Resource Type Care Inspectorate Programmes & Publications

Eating and drinking well in care: good practice guidance for older people

In Scotland the number of people living to an older age is increasing.  As people age, their requirements change, but a good diet and keeping active can help prevent potential health problems and play a key part in ageing well.

Eating and drinking well in care provides information on older people's dietary needs and related food and fluid requirements. It has been primarily written for use in caring for an older person but the principles could be applied to a wider adult age group. 

Eating and drinking is much more than food and fluid. Most people’s food choices are influenced by a variety of personal factors such as enjoyment, habit, associations, ethnic heritage and tradition, values, social pressure, taste preferences, image, availability, convenience and economy. Creating the dining experience is also a great way to encourage people to eat and drink as eating and drinking is a great social activity that brings people together.

Water is essential for life and maintaining the correct balance of fluid in the body is crucial to health. The evidence for good hydration shows that it can assist in preventing or treating ailments such as constipation, pressure ulcers and confusion.

It is recognised that some people who require care will have specific health needs that may compromise their nutritional state. This is where getting the right help at the right time can be crucial.

There is a saying ‘you are what you eat’ so it’s important to provide a healthy diet that provides a variety of foods eaten in the correct proportions to provide the correct amount of energy (calories) and nutrients (protein, fats, carbohydrates, fibre, vitamins and minerals) to ensure there is adequate nutrition every day to maintain body processes and protect from ill health.

A key message through the information contained in this section is to always aim for a food first approach and never underestimate the importance of the need to be creative when encouraging people to eat and drink.

Please note that all information included in this section is relevent, although  some resources may not reference the new Health and Social Care Standards. These resources have been included as their principles and ideas are still useful. 

Introduction and Key Considerations

Food and fluid on offer should be:

  • varied and nutritious and reflect food preferences and any specific dietary needs for the individual
  • well prepared, cooked and attractively presented
  • evenly spaced throughout the person's wakened day – aim for a minimum of four hours between each main meal but individual preference needs to be taken into account
  • based on individual ‘nutritional’ needs which offer access/choice to a range of food & fluids that meet those needs.

Dining with dignity, creating the dining experience:

  • tables should be set to a standard of what you would expect when you eat out in a nice restaurant
  • noise and distraction should be kept to a minimum
  • consideration should be given to protecting the person’s mealtimes with a named person taking control of the dining room to coordinate activity and to make sure all staff ensure residents get enough to eat and drink.  Some services call them a ‘mealtime coordinator’.  Protecting mealtimes requires cooperation from visiting professional too, as being aware that disrupting a person’s meal can have a significant impact on whether they get a full meal or not and longer term health and well being issues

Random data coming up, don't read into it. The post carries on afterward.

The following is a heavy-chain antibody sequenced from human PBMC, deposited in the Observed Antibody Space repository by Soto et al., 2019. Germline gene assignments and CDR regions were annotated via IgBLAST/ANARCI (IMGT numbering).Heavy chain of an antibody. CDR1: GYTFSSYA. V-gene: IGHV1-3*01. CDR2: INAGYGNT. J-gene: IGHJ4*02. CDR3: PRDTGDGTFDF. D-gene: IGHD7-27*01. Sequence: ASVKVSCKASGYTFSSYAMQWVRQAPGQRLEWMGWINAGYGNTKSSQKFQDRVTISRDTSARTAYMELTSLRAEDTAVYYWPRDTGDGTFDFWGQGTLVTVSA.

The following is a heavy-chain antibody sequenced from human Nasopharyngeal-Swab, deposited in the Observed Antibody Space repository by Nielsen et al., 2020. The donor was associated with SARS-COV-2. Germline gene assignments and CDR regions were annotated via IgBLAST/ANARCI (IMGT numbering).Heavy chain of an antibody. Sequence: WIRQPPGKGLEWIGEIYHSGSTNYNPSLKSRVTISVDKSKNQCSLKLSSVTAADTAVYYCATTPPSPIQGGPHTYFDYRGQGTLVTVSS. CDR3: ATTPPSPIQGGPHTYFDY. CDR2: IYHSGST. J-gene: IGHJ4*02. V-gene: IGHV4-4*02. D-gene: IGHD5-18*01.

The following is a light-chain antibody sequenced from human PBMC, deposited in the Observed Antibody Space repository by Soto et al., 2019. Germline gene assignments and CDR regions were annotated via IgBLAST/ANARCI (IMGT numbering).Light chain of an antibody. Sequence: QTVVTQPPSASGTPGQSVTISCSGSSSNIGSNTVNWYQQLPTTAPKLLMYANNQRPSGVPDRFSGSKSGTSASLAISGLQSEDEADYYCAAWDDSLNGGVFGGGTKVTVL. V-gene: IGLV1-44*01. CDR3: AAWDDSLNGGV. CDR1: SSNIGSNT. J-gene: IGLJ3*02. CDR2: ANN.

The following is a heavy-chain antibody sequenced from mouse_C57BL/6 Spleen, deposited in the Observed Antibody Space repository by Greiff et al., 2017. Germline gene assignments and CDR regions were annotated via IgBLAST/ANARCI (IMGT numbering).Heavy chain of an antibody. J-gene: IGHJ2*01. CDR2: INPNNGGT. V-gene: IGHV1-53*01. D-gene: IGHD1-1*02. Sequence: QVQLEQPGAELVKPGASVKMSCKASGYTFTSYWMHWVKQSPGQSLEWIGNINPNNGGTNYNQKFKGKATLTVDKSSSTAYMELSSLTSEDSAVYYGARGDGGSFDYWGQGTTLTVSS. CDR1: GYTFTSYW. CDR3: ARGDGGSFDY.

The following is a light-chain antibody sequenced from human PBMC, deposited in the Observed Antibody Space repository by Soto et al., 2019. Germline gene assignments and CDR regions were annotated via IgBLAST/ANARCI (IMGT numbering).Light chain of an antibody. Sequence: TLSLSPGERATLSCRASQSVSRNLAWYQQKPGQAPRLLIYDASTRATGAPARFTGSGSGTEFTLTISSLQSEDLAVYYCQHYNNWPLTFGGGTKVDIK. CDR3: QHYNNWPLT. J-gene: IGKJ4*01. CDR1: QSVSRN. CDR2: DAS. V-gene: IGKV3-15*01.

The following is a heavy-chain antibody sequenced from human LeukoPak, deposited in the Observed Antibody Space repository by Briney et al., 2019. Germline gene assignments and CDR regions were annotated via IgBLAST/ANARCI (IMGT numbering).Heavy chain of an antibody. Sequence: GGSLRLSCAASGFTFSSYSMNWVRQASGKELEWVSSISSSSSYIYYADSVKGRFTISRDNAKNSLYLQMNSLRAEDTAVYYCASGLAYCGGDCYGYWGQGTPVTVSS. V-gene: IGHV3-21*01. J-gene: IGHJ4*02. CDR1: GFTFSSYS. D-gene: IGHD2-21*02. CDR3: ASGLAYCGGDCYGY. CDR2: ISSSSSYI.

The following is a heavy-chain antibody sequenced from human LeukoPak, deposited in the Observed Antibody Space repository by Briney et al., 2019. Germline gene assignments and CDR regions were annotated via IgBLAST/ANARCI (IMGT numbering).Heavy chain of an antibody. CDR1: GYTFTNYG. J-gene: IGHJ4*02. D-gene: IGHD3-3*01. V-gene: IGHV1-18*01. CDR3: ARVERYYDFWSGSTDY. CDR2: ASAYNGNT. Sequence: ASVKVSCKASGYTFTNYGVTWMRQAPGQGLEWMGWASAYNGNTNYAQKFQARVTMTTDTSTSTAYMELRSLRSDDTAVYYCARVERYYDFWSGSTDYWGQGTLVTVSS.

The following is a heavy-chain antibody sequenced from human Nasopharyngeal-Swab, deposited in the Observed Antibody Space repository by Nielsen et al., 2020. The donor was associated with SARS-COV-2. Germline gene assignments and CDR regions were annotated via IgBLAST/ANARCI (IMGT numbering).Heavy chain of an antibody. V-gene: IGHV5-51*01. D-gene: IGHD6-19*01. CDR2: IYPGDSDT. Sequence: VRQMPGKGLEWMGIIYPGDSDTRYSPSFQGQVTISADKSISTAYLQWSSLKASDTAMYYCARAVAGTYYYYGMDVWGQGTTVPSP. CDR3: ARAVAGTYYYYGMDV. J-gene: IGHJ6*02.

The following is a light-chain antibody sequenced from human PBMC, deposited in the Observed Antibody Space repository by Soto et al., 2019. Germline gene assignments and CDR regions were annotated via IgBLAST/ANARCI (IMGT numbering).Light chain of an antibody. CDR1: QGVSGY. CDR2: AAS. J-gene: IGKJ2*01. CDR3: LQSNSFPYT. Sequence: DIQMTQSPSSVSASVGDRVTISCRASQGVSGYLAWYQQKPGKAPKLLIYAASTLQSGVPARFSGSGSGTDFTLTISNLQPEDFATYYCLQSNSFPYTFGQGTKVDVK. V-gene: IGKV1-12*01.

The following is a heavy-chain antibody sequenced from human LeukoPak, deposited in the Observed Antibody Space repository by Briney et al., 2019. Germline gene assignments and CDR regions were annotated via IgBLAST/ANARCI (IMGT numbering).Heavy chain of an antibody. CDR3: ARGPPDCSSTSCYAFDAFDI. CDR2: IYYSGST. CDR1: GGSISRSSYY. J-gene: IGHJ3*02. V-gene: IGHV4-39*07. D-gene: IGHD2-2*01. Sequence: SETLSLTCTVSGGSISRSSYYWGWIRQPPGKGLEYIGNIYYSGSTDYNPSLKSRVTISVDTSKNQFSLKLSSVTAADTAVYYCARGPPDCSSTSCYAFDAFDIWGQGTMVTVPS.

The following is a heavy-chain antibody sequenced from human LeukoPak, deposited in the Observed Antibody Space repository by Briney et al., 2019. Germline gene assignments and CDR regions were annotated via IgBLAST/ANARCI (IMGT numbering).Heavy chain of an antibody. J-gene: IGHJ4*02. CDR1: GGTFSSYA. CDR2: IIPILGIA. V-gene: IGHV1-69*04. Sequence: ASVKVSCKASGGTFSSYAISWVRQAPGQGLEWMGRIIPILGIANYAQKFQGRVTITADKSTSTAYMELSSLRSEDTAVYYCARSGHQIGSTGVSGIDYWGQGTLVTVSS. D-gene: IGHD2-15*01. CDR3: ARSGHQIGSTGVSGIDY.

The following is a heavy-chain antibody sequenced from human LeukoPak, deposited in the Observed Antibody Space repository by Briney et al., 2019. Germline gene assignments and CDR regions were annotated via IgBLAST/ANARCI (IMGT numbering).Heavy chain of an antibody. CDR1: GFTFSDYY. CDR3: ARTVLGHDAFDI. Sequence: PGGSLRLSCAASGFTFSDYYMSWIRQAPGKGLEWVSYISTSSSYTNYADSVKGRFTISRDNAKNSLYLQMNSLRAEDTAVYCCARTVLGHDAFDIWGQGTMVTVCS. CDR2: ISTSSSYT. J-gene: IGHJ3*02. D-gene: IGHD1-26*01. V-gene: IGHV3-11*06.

• staff should be aware of how to assist someone to eat and drink and remember eating and drinking is a social experience that gives staff and people using services the chance to really connect.

It is recognised that good nutritional care, adequate hydration and enjoyable mealtimes can dramatically improve the general health and well-being of older people, as well as increasing their resistance to disease and their recovery from any illness, trauma or surgery.

It is important that care service staff are able to demonstrate and evidence good food and fluid knowledge. This should be supported by up to date policies and procedures that take account of the Health and Social Care Standards (2017), relevant best practice and Scottish legislation.

Health and Social Care Standards

The Scottish Government published Health and Social Care Standards: My Support, My Life in June 2017. The new Standards set out what we should expect when using health, social care or social work services in Scotland. They seek to provide better outcomes for everyone; to ensure that individuals are treated with respect and dignity, and that the basic human rights we are all entitled to are upheld.

There are specific standards for eating and drinking (see below) and these should be taken into account when looking at people’s eating and drinking care needs:

Eating and drinking

1.33 I can choose suitably presented and healthy meals and snacks, including fresh fruit and vegetables, and participate in menu planning.

1.34 If I need help with eating and drinking, this is carried out in a dignified way and personal preferences are respected. 

1.35 I can enjoy unhurried snack and meal times in as relaxed an atmosphere as possible.

1.36 If I wish, I can share snacks and meals alongside other people using and working in the service if appropriate.